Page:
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4 tips for avoiding sickness on vacation

September 5, 2014

Traveling can be a fun way to enjoy your retirement and explore new parts of the world. With the holidays approaching in just a few months, you may be in the early stages of planning various trips to visit friends and family and reconnect. However, close travel quarters and long days of sightseeing can make you more prone to illness, which is the last thing you want during your highly anticipated vacation.

Check out these senior health tips to keep your immune system strong and protect yourself from getting sick when you're in unfamiliar territory:

1. Practice healthy habits before you leave

In the days leading up to a vacation, you may be rushing around to tie up loose ends and make sure you have everything you need. Your sleeping and eating habits to suffer as a result, which could lower your immune system and make you more susceptible to getting sick while you're away. Redbook Magazine recommended loading up on probiotics several days before a trip to prepare your digestive system for a change in diet. The supplements will help keep your bacteria levels balanced so you're less likely to experience stomach issues.

To protect yourself from a cold, the magazine suggested getting high-quality rest for a few nights before your departure. Overnight, your body will work to repair its immunity and help protect you from getting sick. Sleep is an important aspect of a healthy lifestyle for seniors whether they're traveling or not, which is why you should aim to get as much rest as possible at all times.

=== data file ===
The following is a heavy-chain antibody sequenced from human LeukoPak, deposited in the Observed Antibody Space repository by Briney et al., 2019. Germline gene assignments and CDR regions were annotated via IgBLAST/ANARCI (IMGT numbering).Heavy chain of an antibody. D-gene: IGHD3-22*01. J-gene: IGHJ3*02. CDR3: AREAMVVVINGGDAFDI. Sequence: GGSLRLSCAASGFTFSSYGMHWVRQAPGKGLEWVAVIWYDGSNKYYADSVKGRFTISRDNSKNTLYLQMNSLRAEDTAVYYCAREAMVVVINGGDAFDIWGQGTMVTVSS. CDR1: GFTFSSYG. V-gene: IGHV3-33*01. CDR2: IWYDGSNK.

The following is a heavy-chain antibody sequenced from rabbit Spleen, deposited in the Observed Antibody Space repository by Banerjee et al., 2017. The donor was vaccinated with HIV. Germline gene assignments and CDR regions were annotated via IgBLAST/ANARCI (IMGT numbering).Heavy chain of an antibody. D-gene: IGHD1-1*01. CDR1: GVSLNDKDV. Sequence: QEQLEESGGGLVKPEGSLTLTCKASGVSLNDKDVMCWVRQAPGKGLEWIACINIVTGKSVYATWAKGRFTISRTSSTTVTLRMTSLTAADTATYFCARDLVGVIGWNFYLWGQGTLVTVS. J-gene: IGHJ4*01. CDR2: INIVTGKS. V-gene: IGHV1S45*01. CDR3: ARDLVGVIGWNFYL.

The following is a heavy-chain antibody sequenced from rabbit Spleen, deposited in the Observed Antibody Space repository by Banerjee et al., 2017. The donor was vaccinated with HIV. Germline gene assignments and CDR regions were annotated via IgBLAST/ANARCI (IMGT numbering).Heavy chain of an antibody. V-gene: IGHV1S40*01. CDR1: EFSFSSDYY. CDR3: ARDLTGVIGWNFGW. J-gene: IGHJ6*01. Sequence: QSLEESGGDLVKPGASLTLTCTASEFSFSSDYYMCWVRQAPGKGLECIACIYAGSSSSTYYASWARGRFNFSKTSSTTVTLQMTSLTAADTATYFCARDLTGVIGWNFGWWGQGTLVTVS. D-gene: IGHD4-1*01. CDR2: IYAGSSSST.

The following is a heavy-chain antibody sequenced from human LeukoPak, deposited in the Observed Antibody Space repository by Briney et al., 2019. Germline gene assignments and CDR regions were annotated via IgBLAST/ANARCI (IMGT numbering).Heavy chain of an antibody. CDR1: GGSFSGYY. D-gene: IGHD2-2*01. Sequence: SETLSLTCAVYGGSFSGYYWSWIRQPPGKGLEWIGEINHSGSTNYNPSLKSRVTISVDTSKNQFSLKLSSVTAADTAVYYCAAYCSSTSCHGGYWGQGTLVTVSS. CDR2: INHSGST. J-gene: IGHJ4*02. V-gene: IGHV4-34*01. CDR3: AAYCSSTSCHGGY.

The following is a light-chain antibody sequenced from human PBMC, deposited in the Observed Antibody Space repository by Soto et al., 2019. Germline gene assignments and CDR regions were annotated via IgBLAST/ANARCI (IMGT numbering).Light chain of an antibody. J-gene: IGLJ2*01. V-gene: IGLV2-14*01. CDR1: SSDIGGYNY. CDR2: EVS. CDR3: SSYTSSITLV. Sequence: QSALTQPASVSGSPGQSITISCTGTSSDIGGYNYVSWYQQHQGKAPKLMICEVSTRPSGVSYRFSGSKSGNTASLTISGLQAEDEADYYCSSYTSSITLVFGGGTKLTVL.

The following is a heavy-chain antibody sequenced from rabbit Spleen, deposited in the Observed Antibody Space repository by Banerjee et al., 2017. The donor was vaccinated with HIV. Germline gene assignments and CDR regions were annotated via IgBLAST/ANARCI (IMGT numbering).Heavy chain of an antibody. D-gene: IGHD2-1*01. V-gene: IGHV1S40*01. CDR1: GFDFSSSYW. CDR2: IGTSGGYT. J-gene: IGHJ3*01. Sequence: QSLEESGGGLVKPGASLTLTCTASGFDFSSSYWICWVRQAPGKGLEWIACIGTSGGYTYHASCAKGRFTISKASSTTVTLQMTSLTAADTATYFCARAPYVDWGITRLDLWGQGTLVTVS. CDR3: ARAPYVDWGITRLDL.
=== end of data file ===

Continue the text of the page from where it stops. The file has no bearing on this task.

2. Keep sanitizing supplies handy

Hand sanitizer and cleansing wipes are great things to have in your bag at all times, especially when traveling and germs and bacteria are everywhere. Washing your hands is the ideal way to stay sanitary, but these alternatives are useful when soap and water aren't available. If flying, AARP recommended using cleaning cloths to wipe down areas that come in contact with passengers. Objects like your eating tray, seat pocket and window shade sometimes carry bacteria because they're frequently used by a number of people. Arm rests should also be wiped down for additional protection against germs, since your extremities come in contact with them.

3. Seek natural remedies for nausea

While certain medications can help fight against an upset stomach, AARP reported that natural substances like ginger can sometimes be more effective. Ginger can postpone stomach issues and speed up your recovery if you're already feeling sick. Before your trip, it might be a good idea to stop at a drugstore and pick up ginger tablets or snacks like ginger snaps and gingerbread, which contain the substance. Ginger ale is another good source if you prefer, but just make sure that it notes on the bottle that the beverage is made with real ginger. Some sodas use artificial flavor instead of the actual ingredient, which could prevent you from receiving its benefits.

4. Drink (bottled) water

Being dehydrated can make your body's processes run more slowly, cause you to feel sluggish and also make you more prone to developing a blood clot when you're on an airplane, noted AARP. Make sure you're drinking at least four glasses of water each day to flush out your system and keep you healthy. Try to reduce your intake of alcohol, which could dehydrate you. The National Institutes of Health also noted that it's important to opt for bottled fluids to use for drinking and brushing your teeth, as foreign water - even within the same country - can sometimes cause your stomach to get upset.